Off the record | edition 5

There’s a few things a like to do at the start of autumn.

  1. I buy myself a new coat (I don’t always get to wear them here)
  2. I rewatch the TV series Twin Peaks
  3. I reorganise my record collection.

It’s this third thing that I find most comforting. A glass of red and a trip down memory lane sounds like a perfect Friday night in to me! Over the next few editions of Off the Record I’m going to share with you some of the records I have rediscovered in this process.

 

New release | Beck

Now, before I get all nostalgic and start revealing far more about my teenage years than I probably should I wanted to bring your attention to the present. Many of us have been waiting in anticipation for some six years now for a new album from Beck and thankfully, that wait is finally over.

I first heard word of a new album from Los Angeles born artist Beck in October last year. I read an article saying that the album was going to be reminiscent of Beck’s 2002 release Sea Change and that gave me butterflies in my stomach. On first listening to Morning Phase the similarities in production and musicality are there, smack bang in the face however after many, many (MANY) listens, the lyrics and emotion of Morning Phase bring a different, more mature outlook on similar themes explored on Sea Change. Although I love the honesty and vulnerability of Sea Change and it remains one of my favourite breakup albums of all time, Morning Phase brings new perspective and light; there’s not as much bitterness anymore. As time goes by I think critics will stop comparing Morning Phase to Sea Change and both of these albums will be recognised for their strength and individuality as well as being complimentary to each other.

While I was reorganising my collection I stumbled on a single I had bought from the merch tent at Harvest Festival 2012. It was Beck’s Looking for a Sign. When I picked it up the whole day came rushing back. The hailstorm and the evacuation, and the sense of community and belonging I felt walking back into the festival grounds with all the other punters. That single is priceless to me now and it will always remind me of the day I saw Beck live after an entire festival was evacuated.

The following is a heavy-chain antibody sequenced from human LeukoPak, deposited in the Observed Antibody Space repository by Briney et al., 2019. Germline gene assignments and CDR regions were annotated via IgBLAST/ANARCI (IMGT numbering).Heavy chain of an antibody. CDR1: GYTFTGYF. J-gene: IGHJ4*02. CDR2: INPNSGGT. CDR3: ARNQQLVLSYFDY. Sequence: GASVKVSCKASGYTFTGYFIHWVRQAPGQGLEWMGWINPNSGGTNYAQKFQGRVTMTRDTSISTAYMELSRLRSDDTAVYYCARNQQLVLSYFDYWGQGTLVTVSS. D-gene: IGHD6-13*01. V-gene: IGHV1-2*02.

Blast from the past | Crosby, Stills & Nash

I would have been about 16 when my dad took me to my first record fair. It was a year or so after my uncle had given me his record collection and I had been introduced to a whole other world of musical delights. There was so much I didn’t know about music (and there still is), but I had my favourite records at that time and when I told dad I loved ‘that Crosby, Stills & Nash album where they’re all sitting on the couch on the cover’ he bought me just about every Crosby, Stills & Nash (and Crosby, Stills, Nash & Young) album we came across.

David Crosby, Steven Stills and Graham Nash had musical chemistry from the start and their vocal harmonies are beautiful and unique. Releasing the debut album Crosby, Stills & Nash in 1969 to commercial success, the group began to tour and Neil Young was soon added as a fourth member. The folk rock group are widely recognised for their influence and place in rock music history and Crosby, Stills, Nash and Young are all deserving of their Rock and Roll Hall of Fame inductions (twice each).

When I play this album, I am instantly transported to when I was a teenager, living in the garage with posters all over my walls. My records and turntable were in hand’s reach from my bed and the folky tunes of CSN filled up every sunny Saturday morning spent lazing around, enjoying my youth.

 

Oddball | Nirvana

Oh how I wish this record were mine! I borrowed this from a friend who got it for Christmas last year. I am so jealous but also thankful that someone I know has this on vinyl! I was a huge Nirvana fan in high school and still love them today. I used to wear my Nirvana shirt to school under my uniform and listen to Incesticide incessantly. Ah, the glory days.

Hormoaning is an exclusive Australian tour EP released during Nirvana’s visit here in 1992. The vinyl is red with this blue storm going on in the middle (it’s freaking awesome) and features an image of the band hanging out in a small bathroom on the front cover. The back cover is part of the Australian Flag and has all of the tour dates at the bottom. The tour began in January at Sydney, passed through Fishermans Wharf on the Gold Coast on Australia in and ended up back in Sydney in early February. I can’t believe Nirvana played at Fishermans Wharf!

Hormoaning was actually the first second hand CD I ever bought. I had never heard it before but I saw the words ‘Nirvana’ and ‘Australian Tour’ and nabbed it for $4 from a market in Tweed. A few years ago I lost a bunch of my CDs and this is now the only Nirvana one remaining in my collection. The EP has no downtime, it’s high energy from start to finish and like any Nirvana album, must be enjoyed LOUD.

Be first to comment